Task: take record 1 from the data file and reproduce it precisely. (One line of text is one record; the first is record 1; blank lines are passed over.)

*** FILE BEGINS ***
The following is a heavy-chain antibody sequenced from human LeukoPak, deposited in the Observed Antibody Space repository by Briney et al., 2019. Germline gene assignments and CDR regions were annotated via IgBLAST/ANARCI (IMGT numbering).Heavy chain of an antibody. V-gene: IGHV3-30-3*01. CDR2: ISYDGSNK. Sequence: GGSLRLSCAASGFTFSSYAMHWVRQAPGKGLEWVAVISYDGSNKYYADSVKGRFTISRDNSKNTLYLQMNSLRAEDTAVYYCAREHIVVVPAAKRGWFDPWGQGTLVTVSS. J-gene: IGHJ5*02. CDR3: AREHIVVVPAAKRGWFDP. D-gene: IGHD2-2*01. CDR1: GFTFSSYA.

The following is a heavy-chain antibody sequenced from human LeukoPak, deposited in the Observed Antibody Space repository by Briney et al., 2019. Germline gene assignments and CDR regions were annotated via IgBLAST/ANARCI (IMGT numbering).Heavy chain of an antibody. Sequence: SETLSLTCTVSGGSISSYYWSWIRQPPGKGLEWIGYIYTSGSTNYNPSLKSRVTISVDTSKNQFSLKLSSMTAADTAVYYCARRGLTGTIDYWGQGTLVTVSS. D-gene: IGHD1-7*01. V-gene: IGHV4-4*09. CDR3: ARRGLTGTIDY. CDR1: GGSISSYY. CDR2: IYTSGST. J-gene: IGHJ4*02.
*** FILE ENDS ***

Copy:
The following is a heavy-chain antibody sequenced from human LeukoPak, deposited in the Observed Antibody Space repository by Briney et al., 2019. Germline gene assignments and CDR regions were annotated via IgBLAST/ANARCI (IMGT numbering).Heavy chain of an antibody. V-gene: IGHV3-30-3*01. CDR2: ISYDGSNK. Sequence: GGSLRLSCAASGFTFSSYAMHWVRQAPGKGLEWVAVISYDGSNKYYADSVKGRFTISRDNSKNTLYLQMNSLRAEDTAVYYCAREHIVVVPAAKRGWFDPWGQGTLVTVSS. J-gene: IGHJ5*02. CDR3: AREHIVVVPAAKRGWFDP. D-gene: IGHD2-2*01. CDR1: GFTFSSYA.